Ambivalences of the Soviet

Diaspora Nationalities between Collective Experiences of Discrimination and Individual Normalization, 1953-2023

Research Network 2020-2023 funded by the Niedersächsische Vorab/Volkswagen Foundation

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The Search for the "Good Life" in Germany (Osnabrück)

Dr. Nino Aivazishvili-Gehne
Advised by Prof. Dr. Jannis Panagiotidis

The project focuses on people from the former USSR in the city of Osnabrueck, Germany. This group is diverse and includes people from all former Soviet republics who are now experiencing life in a different political, socio-economic and cultural system. I examine the societal perceptions of migrants from the former USSR in Germany in Osnabrueck and its consequences as well as their own agendas and proactive practices.

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Bild Projekt Gebel Kopfbedeckungen

Everyday Life and Memory. Russian-German and Jewish “Soviet baggage” after the Emigration

Daniel Gebel
Advised by Prof. Dr. Hans-Christian Petersen
How do Russian-Germans and Jewish contingent refugees in Germany remember their Soviet everyday life, and what significance does this period have for their current self-image? These questions are the focus of the subproject “Everyday Life and Memory”. With the help of biographical interviews and corresponding archival studies, the everyday history of the late Soviet Union and the “Soviet baggage” associated with it will be examined.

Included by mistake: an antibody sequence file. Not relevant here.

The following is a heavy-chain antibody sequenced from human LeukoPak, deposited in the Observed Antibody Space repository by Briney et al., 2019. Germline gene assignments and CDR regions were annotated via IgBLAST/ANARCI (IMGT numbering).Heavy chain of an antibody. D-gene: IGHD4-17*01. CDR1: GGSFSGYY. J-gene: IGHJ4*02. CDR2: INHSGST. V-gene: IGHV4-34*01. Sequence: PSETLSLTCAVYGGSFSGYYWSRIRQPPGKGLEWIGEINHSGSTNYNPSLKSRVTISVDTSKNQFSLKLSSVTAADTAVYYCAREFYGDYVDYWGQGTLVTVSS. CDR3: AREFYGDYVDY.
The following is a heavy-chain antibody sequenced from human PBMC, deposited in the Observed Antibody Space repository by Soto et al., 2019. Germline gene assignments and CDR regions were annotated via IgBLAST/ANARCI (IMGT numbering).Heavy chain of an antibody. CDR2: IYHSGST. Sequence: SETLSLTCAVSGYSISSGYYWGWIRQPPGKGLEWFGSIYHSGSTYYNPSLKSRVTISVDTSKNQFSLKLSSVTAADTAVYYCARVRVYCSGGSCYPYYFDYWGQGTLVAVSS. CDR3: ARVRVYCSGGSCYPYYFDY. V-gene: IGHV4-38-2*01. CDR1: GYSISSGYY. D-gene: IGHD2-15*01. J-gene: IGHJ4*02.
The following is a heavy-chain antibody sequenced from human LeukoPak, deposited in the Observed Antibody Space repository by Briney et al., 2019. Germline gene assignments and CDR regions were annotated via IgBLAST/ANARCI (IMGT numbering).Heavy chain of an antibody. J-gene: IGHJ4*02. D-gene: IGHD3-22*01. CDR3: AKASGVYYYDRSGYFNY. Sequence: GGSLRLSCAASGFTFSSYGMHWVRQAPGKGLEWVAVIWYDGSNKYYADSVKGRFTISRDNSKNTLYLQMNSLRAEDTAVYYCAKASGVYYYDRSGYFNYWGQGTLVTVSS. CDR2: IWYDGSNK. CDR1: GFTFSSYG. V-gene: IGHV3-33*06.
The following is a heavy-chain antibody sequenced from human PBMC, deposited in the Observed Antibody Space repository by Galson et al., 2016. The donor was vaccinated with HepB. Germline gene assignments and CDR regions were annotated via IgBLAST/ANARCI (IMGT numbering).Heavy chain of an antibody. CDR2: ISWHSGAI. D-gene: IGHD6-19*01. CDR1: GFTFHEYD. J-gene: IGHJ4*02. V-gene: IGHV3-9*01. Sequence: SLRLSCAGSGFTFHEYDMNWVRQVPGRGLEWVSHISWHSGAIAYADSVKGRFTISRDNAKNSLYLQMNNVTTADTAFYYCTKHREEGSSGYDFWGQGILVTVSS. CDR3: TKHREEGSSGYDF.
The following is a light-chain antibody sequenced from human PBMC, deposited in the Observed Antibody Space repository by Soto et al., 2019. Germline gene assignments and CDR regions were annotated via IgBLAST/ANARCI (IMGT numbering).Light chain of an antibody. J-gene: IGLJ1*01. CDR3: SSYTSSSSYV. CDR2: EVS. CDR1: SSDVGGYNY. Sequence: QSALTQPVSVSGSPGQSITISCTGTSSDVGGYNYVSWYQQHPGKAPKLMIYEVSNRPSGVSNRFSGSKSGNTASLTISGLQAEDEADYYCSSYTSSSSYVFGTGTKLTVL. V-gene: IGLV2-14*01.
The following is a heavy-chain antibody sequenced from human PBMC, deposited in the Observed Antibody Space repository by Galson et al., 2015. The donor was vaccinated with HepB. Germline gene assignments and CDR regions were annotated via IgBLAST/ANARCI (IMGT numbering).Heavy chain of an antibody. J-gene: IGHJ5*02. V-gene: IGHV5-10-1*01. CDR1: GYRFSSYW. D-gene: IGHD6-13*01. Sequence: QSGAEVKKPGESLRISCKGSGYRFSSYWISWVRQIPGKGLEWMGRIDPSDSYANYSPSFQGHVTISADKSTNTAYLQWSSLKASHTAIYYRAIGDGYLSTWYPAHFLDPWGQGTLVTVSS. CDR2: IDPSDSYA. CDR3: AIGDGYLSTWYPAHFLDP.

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Projekt Henze, Sovetskije Ljudi, Ambivalenzen, Zentralasien

«Cоветские люди»? – The Russian Germans and Other Minorities in the Soviet Union after 1956

Helene Henze
The project examines the normalization processes within the once-repressed national minorities of the Soviet Union after 1956. It focuses on Soviet state politics, and explores how economic demands in the wake of the economic surge of the late 1950s and the Virgin Lands campaign changed attitudes towards those who were formerly subjected to the komendantura regime.
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Alienations in Soviet Jewish History 1953-1991

Dr. Ulrike Huhn
The project examines the self-perception, everyday academic life, working conditions, networks, possibilities for action, and the academic topics of the (few) scholars at the state research institutions, museums, and libraries who were able to work on Jewish topics on a selective basis after 1953. Thus, the project is concerned with the ever-changing research margins of (mostly Jewish) scholars.
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Aus dem Familien-Archiv von Lidia Schulz. 1962, Schulausflug nach selo Burkai, Baumanskii sovhos, Kostanaiskaja oblast, Kasachische SSR.

The Ordinary Rural Worlds: German Minorities and their Lives in the late Soviet Union

Dr. Alina Jašina-Schäfer
Advised by Prof. Dr. Hans-Christian Petersen
Life in Soviet villages transformed drastically after Stalin’s death. The changes occurred, among others, under the weight of mutating communist ideals, standards, and objectives, the emergence of new consumption culture, agrarian reforms, technological advances, urbanisation and migration, bringing many challenges but also opportunities and promises to the local populations.
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